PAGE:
Getting back to your original question. I wonder what would happen if Meche, say in two years, decides to make a comeback? Perhaps rest and exercise will help his shoulder, and one day he might wake up, feel no pain, and decides he misses the game. If he comes back, I can't think of why the Royals wouldn't have to pay him becaue they still have his MLB rights. I also don't think there's anyway the Player's Union would allow him to not collect money he was guaranteed. They wouldn't even let A-Rod take a slight reduction in his compensation in order to be traded to the Red Sox.

    Maybe there is an out. By him retiring and, in essence, not fulfilling the last year of his contract, perhaps it voids it. Yet, that doesn't sound right either. Let's say in a few years that Evan Longoria wakes up and realizes he signed a way-too-friendly team contract. He decides to sit out a season if he thinks that would void the contract and then "unretire" to sign a massive MLB contract. The five or six million he loses by sitting out a season he'll get back triple the following year. So that leads me to believe if Meche comes back, the Royals still own him and still owe him. Interesting question.

  12. Travis Fryman. Retires from the Indians, ho remind him he is due a $675,000 team option and says; "you keep it"

  13. Drew Henson, he of the "am I a Yankee, am I a Cowboy".

    Asks the Yanks to be let out of his contract and leaves- if I'm not mistaken- $11 million on the table. Never even asked the Yanks to negotiate.

  14. Gil Meche, Jamey Moyer, Bert Blyleven... same thing

  15. I figured the players union would never allow him to give money back he didnt earn. Very Classy

  16. A contract being perfectly fair is about as likely as a tied election. 99+% of the time, somebody's going to come out the winner. If he had turned into Greg Maddux, the Royals wouldn't owe him one cent more than the contract called for. With him being unable to perform, they didn't owe him one cent less.

    I appreciate giving up money for principle. I switched careers to oen where I'm making a third as much as I used to because I wanted a better reason to get up in the morning. But giving away money to David Glass is not something I'd do.

  17. I'm sorry, #10, but with all due respect to the poverty-stricken Royals, I'd be more impressed if Meche gave the money to, say, cancer research, or Haitian earthquake relief.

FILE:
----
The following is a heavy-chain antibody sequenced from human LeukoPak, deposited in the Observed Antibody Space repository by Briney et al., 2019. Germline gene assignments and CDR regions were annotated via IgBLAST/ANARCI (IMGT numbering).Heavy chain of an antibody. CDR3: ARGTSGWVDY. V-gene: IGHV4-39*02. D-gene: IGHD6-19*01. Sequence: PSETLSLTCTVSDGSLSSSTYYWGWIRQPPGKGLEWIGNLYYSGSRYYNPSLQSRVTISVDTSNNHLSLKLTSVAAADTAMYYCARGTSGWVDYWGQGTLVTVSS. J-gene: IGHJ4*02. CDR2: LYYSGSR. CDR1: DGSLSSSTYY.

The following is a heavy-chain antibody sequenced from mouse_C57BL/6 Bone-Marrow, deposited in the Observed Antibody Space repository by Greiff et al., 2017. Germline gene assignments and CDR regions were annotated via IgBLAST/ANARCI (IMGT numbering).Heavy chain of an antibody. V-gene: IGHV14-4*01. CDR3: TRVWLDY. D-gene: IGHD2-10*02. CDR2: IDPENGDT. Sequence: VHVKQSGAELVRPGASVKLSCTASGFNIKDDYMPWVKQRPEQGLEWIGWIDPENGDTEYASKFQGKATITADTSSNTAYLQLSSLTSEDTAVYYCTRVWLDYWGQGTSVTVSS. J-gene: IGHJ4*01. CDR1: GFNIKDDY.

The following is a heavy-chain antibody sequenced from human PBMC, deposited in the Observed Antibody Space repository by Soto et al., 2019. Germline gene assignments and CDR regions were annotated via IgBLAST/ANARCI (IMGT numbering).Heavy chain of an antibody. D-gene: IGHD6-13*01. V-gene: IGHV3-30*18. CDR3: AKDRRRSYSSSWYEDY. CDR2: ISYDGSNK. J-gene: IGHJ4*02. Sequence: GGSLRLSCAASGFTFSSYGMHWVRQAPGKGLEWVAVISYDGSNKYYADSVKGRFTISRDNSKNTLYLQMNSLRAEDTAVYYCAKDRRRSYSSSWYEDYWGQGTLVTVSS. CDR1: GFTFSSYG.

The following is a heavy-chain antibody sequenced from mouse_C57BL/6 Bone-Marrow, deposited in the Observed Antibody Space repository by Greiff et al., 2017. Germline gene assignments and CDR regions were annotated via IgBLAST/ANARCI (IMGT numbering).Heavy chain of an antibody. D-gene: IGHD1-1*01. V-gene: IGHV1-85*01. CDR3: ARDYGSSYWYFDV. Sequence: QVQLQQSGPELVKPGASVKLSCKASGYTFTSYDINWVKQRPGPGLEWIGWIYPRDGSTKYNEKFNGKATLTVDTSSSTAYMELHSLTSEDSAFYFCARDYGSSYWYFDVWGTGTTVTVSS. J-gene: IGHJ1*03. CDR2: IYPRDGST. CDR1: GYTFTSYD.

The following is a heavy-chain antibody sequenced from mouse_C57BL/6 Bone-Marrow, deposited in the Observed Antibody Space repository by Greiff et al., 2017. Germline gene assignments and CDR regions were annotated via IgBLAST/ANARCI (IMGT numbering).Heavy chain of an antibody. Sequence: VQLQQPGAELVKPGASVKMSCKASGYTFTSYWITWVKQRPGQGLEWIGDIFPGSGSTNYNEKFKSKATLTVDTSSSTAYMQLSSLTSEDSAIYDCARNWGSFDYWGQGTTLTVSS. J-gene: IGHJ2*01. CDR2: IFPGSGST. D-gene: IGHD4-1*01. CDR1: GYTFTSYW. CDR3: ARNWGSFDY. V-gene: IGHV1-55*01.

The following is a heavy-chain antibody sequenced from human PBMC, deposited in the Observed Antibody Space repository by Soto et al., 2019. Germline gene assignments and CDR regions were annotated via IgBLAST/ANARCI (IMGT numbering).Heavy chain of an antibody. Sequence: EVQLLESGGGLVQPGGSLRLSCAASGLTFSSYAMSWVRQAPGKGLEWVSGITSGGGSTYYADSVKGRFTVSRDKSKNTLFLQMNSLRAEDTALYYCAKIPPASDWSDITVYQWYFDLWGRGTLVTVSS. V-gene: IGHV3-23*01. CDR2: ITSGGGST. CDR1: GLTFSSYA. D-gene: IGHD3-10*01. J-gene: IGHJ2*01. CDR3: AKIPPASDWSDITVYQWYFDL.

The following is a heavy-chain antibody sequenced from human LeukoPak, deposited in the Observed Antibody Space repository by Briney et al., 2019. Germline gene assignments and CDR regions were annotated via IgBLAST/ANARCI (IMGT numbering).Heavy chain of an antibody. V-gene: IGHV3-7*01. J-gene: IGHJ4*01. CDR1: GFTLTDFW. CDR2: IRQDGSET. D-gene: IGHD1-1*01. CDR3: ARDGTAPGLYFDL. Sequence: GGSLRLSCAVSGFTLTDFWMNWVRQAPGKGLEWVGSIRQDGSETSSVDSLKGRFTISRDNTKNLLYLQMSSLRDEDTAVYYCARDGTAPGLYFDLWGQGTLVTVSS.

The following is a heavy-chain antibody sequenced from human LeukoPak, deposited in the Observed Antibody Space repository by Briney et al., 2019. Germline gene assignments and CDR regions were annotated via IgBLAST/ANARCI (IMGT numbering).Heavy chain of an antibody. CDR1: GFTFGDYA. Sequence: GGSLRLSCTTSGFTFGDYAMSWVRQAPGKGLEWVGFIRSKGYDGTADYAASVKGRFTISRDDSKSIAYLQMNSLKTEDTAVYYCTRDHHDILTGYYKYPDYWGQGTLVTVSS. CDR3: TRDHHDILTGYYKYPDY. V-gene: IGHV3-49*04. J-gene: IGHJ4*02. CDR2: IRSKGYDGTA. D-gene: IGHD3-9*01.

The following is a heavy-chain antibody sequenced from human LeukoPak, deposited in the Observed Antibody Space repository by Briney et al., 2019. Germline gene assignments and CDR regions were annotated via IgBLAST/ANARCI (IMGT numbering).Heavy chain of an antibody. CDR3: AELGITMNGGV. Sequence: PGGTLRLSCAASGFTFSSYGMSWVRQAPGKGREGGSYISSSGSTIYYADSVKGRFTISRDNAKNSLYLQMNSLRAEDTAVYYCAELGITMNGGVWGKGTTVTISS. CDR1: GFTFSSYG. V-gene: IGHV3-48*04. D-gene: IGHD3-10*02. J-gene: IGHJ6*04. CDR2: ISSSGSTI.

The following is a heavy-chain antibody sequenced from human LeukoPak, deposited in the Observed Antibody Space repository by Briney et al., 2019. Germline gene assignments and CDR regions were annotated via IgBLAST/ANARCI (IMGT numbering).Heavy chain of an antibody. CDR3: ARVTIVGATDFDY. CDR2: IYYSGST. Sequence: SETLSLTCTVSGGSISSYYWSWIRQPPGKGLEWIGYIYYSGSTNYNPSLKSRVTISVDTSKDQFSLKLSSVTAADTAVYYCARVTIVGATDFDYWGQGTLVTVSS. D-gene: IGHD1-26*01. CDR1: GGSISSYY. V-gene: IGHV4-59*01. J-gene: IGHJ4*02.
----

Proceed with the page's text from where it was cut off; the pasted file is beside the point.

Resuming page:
18. @10,

    "dumbass"? Really? I will assume you are referring to Meche (although that obviously is up for debate), and not another poster on this blog.

  19. Martin M Solomon Says:

    Meche has an ex-wife in Arizona. It might affect the ethical analysis to learn how this decision affect payments, if at all, Meche is required to make to his ex-wife?

    Related point: If it gives her less money, did Meche discuss with her?

    Re # 17, not exactly a donation to owner. Could Meche have conditioned decision on payments by Royals of a portion for good causes? But the only way Meche would have been able to donate the money at issue here is if he pitched. Is it reasonable to expect Meche to pitch through pain and below his standard to make a large donation?

    Also reasonable for some people to donate $12 million from money earned before, but that requires information on Meche's net worth that we do not have.

    Martin M. Solomon
    Delray Beach, FL

  20. Wasn't the achy shoulder a risk that was borne by KC when they signed Meche? Did somebody twist KC's arm? Didn't KC buy an insurance contract from Lloyd's? If Meche had won 25 games in each year of his contract, would KC have volunteered to double his salary?

    The NYT article mentions an ex-wife, 3 children in two cities, and he lives in a third place. He has no business giving this money back! And, as somebody mentioned before, there are better causes than the KC Royals. If you feel guilty about your money, why not donate it?

  21. #19, you raise some good points. I wonder if Meche could have said something like this to the Royals: "You've agreed to pay me $12 million. I'm worth $0 million. Let's split the difference: you donate $6 million to the Red Cross in my honor, and I retire. Or: you pay me $6 million, on the understanding that I'm not going to undergo surgery or pitch for you, and I undertake to donate all/most/much of the money to Oxfam."

  22. You guys are right. Class act. I really enjoyed seeing him pitch for the Mariners. Wow! Choosing family over big money is awesome to see.